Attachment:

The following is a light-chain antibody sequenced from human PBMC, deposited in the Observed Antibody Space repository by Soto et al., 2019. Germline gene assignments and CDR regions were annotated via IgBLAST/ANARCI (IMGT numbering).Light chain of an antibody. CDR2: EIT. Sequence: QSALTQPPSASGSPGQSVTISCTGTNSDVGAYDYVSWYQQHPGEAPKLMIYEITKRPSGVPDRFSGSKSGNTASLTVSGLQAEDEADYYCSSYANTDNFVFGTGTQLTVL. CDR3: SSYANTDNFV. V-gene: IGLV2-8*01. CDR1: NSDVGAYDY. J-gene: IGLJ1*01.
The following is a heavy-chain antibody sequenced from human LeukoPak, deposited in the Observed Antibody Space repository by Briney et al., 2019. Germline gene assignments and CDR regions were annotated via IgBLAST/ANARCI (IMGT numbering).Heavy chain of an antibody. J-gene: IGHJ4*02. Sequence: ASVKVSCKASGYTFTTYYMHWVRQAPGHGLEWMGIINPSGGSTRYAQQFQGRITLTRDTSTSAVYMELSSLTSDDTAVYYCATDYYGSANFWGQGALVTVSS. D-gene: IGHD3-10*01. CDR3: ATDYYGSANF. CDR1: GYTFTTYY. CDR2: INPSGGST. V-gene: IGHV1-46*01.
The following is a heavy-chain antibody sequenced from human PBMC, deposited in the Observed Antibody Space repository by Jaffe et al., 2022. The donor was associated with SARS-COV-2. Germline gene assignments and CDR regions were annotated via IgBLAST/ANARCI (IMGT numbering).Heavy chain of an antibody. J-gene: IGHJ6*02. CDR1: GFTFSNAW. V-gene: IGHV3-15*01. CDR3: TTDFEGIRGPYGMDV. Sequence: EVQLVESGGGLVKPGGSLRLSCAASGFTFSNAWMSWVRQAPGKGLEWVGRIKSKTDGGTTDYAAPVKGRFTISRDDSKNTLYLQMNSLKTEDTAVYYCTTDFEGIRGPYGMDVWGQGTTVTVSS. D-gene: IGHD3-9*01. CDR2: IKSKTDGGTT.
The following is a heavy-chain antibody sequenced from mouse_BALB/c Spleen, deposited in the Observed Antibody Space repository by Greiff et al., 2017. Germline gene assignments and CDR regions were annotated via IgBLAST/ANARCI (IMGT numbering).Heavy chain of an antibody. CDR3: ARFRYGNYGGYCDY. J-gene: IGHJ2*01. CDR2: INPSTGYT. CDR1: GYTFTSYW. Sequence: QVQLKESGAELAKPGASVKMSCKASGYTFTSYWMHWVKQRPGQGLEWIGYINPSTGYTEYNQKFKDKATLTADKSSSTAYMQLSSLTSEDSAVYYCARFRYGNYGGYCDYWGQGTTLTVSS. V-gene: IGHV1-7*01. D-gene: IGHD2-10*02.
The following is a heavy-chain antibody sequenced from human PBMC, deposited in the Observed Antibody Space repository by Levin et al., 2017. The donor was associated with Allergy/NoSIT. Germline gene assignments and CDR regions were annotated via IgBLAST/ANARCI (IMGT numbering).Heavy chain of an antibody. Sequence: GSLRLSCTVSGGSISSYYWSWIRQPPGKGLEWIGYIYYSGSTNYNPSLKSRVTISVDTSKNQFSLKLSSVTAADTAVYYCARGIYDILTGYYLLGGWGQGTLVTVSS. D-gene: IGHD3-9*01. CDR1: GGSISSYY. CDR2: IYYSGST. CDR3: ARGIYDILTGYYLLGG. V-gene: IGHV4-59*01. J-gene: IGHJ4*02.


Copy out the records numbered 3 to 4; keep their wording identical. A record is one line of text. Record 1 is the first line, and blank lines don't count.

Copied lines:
The following is a heavy-chain antibody sequenced from human PBMC, deposited in the Observed Antibody Space repository by Jaffe et al., 2022. The donor was associated with SARS-COV-2. Germline gene assignments and CDR regions were annotated via IgBLAST/ANARCI (IMGT numbering).Heavy chain of an antibody. J-gene: IGHJ6*02. CDR1: GFTFSNAW. V-gene: IGHV3-15*01. CDR3: TTDFEGIRGPYGMDV. Sequence: EVQLVESGGGLVKPGGSLRLSCAASGFTFSNAWMSWVRQAPGKGLEWVGRIKSKTDGGTTDYAAPVKGRFTISRDDSKNTLYLQMNSLKTEDTAVYYCTTDFEGIRGPYGMDVWGQGTTVTVSS. D-gene: IGHD3-9*01. CDR2: IKSKTDGGTT.
The following is a heavy-chain antibody sequenced from mouse_BALB/c Spleen, deposited in the Observed Antibody Space repository by Greiff et al., 2017. Germline gene assignments and CDR regions were annotated via IgBLAST/ANARCI (IMGT numbering).Heavy chain of an antibody. CDR3: ARFRYGNYGGYCDY. J-gene: IGHJ2*01. CDR2: INPSTGYT. CDR1: GYTFTSYW. Sequence: QVQLKESGAELAKPGASVKMSCKASGYTFTSYWMHWVKQRPGQGLEWIGYINPSTGYTEYNQKFKDKATLTADKSSSTAYMQLSSLTSEDSAVYYCARFRYGNYGGYCDYWGQGTTLTVSS. V-gene: IGHV1-7*01. D-gene: IGHD2-10*02.